The Book Thief by Markus Zusak

Rated: 5 stars

Read: June 23, 2020

Eight years in between readings I think, meant to be perhaps because I learned more in the ensuing years. Had accumulated more backstory of the war through several mediums, most significantly after having read The Diary of a Young Girl by Anne Frank, plus several fictions like Eye of the Needle by Ken Follet to more domestic locals in La’s Orchestra Saves the World by Alexander McCall Smith. Not least of which was my visit to Dover Castle, the tunnel tour.

It was heartbreak all over again, of course. It was damnation and redemption all in one told by the guy we all heard of, the one we’ll all have the chance to meet. The writing style took some getting used to then and even a little still now but I find I liked it because the use of similes, metaphors, and a technique I can’t quite pin down, they made paintings of scenes.

At the beginning of the book, the clinging, filthy, and bruised girl was in many ways similar to the end. She was still filthier, and battered and clung still to what she could. But she was different too.

I appreciated it was a story from the viewpoint primarily of a German, the “acceptable” sort at least. Not all citizens were froth-at-the-mouth Jew-haters and radical nationalists, similarly not all people who were registered members of the Nazi party were actually Nazis themselves, it was a beneficial thing, that: it was a protective measure to conform, for those especially who were repulsed by the regime. No one was more so reluctant than Hans Huberman. And that Rosa, woman like a wardrobe, she had a heart as big if you dared to look twice.

It’s also interesting to note that Hans was a house painter like der führer. I dare say like two sides of a coin; both German, yes, though while one side was a monstrous caricature of human hatred, ego and deception; and the other one, the best side of us, that shone like warm silver and reflected empathy, kindness, and integrity in the face of a consuming fear.

There is so much to talk about but my mind would only let me output so much until it refused to sort the thoughts from the tangled yarn. So the rest of this will be messy, as I’m not yet one of those reviewers who’ve gotten this stuff down pat, streamlined thoughts like the wings of an albatross. I’m still in the chick phase, they’re not necessarily pretty bubs.

Hans’s connection to Max and the intricacies of their fates. Someone said he was like another brother to Liesel. I believe they were essential to each other’s existence.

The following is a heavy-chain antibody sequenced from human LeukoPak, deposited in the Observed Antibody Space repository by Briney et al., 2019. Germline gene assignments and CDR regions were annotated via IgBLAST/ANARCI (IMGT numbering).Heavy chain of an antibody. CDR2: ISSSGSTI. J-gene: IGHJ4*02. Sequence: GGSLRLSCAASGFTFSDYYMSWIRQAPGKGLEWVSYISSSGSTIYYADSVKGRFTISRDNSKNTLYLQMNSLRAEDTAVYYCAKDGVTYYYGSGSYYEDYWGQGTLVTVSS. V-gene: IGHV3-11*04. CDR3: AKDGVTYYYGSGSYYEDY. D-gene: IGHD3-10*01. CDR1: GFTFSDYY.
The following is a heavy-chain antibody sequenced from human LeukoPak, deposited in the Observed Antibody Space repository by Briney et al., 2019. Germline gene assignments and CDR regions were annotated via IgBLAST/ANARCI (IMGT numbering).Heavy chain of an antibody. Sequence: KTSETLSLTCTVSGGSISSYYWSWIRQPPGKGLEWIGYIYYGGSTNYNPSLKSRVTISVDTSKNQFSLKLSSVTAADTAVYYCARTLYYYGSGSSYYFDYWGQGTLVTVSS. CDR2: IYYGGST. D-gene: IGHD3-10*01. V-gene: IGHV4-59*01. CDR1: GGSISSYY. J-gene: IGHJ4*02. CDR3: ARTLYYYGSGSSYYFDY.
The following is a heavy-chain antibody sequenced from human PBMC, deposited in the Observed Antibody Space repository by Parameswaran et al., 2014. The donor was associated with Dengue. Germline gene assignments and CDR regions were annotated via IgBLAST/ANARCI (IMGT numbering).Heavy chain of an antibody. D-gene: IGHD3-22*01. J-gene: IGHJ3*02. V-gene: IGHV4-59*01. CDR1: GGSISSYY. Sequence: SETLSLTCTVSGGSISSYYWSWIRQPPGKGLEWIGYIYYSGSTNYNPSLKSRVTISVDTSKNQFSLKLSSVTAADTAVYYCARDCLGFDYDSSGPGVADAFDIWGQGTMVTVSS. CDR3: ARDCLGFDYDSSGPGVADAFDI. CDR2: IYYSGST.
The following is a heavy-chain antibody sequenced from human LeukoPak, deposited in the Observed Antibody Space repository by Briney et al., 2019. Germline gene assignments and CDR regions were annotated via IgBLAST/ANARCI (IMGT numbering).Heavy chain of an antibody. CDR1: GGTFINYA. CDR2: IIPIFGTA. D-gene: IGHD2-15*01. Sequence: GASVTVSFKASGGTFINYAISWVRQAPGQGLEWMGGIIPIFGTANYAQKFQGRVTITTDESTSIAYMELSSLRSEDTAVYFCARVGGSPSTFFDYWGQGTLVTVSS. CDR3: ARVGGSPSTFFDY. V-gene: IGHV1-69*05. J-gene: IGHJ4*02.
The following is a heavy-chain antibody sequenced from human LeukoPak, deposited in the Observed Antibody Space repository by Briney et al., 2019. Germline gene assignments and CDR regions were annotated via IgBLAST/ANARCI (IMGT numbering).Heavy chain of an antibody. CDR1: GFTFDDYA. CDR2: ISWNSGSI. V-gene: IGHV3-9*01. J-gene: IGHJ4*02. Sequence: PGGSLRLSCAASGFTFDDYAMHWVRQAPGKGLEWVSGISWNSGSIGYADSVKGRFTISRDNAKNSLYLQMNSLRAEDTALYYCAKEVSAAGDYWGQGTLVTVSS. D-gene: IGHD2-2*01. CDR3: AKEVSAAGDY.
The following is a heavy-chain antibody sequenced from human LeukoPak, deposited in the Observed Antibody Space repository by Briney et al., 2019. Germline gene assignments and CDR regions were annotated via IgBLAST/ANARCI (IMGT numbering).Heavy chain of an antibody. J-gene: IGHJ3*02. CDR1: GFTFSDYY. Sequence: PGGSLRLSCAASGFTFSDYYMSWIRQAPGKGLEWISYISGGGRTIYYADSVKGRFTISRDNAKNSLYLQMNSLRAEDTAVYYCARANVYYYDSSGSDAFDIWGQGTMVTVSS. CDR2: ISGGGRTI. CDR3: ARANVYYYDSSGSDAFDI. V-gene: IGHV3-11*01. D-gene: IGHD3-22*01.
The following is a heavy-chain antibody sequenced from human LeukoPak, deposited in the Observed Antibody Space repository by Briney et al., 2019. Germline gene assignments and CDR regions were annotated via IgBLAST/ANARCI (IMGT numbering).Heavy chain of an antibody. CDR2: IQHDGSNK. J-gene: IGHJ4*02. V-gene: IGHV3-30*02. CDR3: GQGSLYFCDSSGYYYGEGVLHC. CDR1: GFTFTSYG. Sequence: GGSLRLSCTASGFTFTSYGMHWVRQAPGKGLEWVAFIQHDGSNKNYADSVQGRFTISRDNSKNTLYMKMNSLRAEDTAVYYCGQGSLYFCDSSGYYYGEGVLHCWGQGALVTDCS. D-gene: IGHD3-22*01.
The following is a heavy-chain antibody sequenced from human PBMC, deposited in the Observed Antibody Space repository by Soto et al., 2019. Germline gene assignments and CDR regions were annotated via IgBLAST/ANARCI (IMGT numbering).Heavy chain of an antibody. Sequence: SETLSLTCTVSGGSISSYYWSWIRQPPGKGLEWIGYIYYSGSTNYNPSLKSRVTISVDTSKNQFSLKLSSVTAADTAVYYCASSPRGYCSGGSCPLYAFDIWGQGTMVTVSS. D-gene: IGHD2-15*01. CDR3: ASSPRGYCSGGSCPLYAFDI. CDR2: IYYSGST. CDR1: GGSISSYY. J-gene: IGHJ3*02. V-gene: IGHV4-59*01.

I am not going to talk about a certain lemon haired boy. I will never be ready.

Liesel might have been a wirey whip of a girl but was she tenacious. I can’t help but see a pattern emerging from her illiteracy, her wanting to be educated, her budding but tenuous relationship with the mayor’s wife, achieving competence to the level that her reading kept the imagined whistles of bombs at bay in that cramped basement. She became the word giver to me then. Then, then finally she wrote the words. Her own.

But you know what, Max did put it out there in “The Word Shaker”. Exactly what I was going to say. Even if only Death (and plus or minus a good few thousand of us) read her diary, it was a tsunami against Nazi rhetoric. She wrote of a life lived in all its lack of baths, hidings, euphoric ramblings with a best friend and thievery, fear and shame … and the familiarity of love. These were not words that whittled a nation down to concentration and the near decimation of a people. She was her father’s daughter, flaws and all.

I will always be jolted at the very last pages, a full circle come round. So much still I want to say but I’ll let the words rest right here for now. I’ve read it more from an emotional state of mind, as it is highly charged in depictions that hit right in the feels, others have taken a more in-depth or critical approach and I respect that, as I have benefited much from their perspectives. As books go, I’m tempted to say this is one of the best I’ve clapped eyes on.

Thank you, Mr. Zusak

P.S.: the first review still exists in the archives, but due to the cringe of hindsight I’m reluctant to link it. Just putting that out here.

Header photo by Craig Adderley from Pexels


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Filed under Books, Fiction, Historical

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